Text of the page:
Friday, January 13, 2006

Spelling "salchow" with the best of them

A brief confession: I enjoy watching figure skating. Really. Seriously.

Okay, so on the list of bombshell admissions, it probably ranks in between an affinity for baths and an addiction to Cap'n Crunch. But as a certified Guy Sports Fan who relishes a Saturday afternoon on the couch with the television showing a college football game between two teams with no relation to my life (say, Nevada and Fresno State) except that they're on my TV, the figure skating admission comes with a degree of sheepishness.

The truth of the matter is that -- just as I'm duly impressed by the fact that hockey players can ply their complex trade on ice -- it's pretty impressive to watch athletes launch themselves, backward, into the air, spin three or four times, and then land, upright, on skates. Without their legs actually detatching themselves from their bodies.

And if a typical figure skating broadcast consisted of a brief pre-game show, an hour or two of people skating around, jumping, and getting scores, I think there would be plenty of guys who would be comfortable with such a confession. Hey, there's no guy stigma about watching televised poker, despite the fact that it amounts to an hour of watching guys glare at each through their sunglasses.

But the typical figure skating broadcast has taken on such a significant degree of soap opera-like characteristics that it often doesn't feel like watching sports at all. For every five minutes of skating, viewers are subjected to an equal amount broadcast time featuring interviews with furry-parka-clad skating coaches and fuzzy, dream sequence-style video detailing skaters' triumphs over adversity. The current drama in the sport is the sudden influx of recently naturalized US citizens into national competition. Not an issue that turned up in last year's NCAA Final Four.

The problem is that we can't really identify with the lives of most skaters. At least when you hear about the life of a college football player, you can imagine him playing high school football, going on to college, going to practice each day, etc., etc. He probably doesn't study the way most college students do, but at least he appears to exist in some context besides football.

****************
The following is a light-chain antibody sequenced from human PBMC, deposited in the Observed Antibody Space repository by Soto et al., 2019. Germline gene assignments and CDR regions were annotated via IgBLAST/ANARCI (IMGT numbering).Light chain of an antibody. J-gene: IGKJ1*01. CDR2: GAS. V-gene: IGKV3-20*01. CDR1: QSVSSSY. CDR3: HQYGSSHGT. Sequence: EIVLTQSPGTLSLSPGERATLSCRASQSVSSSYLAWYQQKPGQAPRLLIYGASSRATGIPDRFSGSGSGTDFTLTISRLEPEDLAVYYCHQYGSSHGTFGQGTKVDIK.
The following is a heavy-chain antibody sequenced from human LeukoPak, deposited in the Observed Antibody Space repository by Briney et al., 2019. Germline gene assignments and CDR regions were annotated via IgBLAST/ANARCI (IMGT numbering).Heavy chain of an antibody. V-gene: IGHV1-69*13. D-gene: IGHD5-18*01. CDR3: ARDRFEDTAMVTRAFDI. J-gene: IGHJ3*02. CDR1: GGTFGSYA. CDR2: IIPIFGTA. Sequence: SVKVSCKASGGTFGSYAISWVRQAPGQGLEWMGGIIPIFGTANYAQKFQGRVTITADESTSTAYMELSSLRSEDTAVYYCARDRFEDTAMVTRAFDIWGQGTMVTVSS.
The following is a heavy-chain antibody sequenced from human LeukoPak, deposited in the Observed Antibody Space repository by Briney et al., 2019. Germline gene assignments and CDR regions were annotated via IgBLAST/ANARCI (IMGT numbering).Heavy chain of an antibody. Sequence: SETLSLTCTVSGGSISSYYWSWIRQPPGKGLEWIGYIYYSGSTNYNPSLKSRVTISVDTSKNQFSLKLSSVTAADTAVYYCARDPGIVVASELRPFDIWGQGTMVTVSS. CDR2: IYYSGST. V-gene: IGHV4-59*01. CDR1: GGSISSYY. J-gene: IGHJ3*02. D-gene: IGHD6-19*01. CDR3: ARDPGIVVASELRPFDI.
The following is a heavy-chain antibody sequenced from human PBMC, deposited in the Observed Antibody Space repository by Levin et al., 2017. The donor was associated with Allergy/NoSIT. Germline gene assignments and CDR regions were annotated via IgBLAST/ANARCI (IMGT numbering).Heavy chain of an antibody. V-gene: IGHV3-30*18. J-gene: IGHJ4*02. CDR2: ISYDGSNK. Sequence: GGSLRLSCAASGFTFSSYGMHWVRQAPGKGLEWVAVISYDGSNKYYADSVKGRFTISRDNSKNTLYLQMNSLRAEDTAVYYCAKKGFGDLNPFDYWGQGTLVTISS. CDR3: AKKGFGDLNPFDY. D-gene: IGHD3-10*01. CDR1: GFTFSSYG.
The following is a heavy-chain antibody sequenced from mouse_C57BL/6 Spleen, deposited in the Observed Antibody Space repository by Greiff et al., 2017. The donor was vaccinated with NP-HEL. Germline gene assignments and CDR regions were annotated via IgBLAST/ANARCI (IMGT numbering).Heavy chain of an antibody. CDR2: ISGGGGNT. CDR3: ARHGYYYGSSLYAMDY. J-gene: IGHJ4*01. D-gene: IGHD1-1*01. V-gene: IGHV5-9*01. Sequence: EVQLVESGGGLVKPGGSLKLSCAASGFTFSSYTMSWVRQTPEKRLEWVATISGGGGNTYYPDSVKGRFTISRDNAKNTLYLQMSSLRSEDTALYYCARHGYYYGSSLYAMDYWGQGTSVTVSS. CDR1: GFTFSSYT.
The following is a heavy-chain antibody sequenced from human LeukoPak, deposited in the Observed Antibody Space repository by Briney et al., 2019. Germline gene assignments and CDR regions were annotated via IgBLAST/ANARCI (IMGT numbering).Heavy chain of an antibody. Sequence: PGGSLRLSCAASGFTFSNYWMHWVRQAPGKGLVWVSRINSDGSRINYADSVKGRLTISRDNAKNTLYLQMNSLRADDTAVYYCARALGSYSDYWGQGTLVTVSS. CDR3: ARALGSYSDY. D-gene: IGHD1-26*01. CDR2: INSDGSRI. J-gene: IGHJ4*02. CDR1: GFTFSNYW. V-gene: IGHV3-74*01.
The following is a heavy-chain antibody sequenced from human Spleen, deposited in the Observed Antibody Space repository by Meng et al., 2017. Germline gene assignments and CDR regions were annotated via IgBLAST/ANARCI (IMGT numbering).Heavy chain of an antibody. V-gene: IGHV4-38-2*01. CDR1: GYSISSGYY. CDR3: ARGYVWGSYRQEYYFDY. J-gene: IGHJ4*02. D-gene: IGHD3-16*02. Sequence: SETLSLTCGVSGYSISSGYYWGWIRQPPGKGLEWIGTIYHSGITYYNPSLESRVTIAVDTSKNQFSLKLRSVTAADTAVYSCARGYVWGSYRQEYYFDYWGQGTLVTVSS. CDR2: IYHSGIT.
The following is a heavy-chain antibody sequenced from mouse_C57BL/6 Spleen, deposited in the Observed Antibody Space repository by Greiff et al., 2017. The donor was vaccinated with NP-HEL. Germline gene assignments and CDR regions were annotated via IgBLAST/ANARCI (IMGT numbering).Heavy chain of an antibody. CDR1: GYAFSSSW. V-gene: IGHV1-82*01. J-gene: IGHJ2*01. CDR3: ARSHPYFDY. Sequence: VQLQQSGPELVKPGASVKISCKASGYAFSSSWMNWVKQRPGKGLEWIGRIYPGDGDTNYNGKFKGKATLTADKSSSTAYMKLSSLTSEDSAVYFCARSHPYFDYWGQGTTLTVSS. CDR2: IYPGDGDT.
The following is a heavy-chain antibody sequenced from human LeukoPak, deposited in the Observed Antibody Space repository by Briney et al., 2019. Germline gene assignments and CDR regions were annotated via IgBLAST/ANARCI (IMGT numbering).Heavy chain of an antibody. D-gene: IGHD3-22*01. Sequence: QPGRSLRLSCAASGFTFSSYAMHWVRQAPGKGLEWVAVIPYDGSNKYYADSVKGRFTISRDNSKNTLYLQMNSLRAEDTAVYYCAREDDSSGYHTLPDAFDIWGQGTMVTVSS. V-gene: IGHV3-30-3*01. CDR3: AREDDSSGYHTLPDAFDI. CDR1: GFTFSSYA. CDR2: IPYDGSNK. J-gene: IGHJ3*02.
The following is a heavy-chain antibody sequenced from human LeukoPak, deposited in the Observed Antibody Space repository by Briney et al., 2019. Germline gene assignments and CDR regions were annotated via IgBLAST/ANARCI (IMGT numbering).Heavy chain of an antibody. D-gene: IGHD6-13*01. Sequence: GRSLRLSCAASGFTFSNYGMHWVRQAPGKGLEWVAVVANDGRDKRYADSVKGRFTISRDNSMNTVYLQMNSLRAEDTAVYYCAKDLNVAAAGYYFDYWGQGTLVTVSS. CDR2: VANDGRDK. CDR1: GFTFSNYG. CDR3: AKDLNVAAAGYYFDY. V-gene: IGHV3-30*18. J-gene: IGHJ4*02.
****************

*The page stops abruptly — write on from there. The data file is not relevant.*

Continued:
Of course, there are exceptions. Last night's broadcast of the US Figure Skating Championships on ESPN2 actually felt something like a sports broadcast - featuring a scoring analyst on a set that looked like the bridge of a space ship, and big name color commentators Katarina Witt and Kurt Browning.

We also learned that at least one of the competitors, Jane Bugaeva, is actually a full-time student at the University of North Carolina, and instantly we could identify with her experience. Bugaeva fell on her first couple of jumps (which we could identify with as well), but then she looked genuinely excited to hit her final jump, which - if we were actually talented enough to intentionally leave our feet while skating - seemed like a tangible and recognizable emotion.

Bugaeva finished in 13th place, which unfortunately leads me to believe the full-time-student-as-competitive-skater model will remain the exception, rather than the rule. Which is a shame, because it'd be nice - just once during the Olympics - to see a sepia-toned feature in which a skater talks about how Albert Einstein, or Mark Twain, or even Tom and Ray Magliozzi influenced her skating.

But I'll settle for a skating competition that ends in a shootout.

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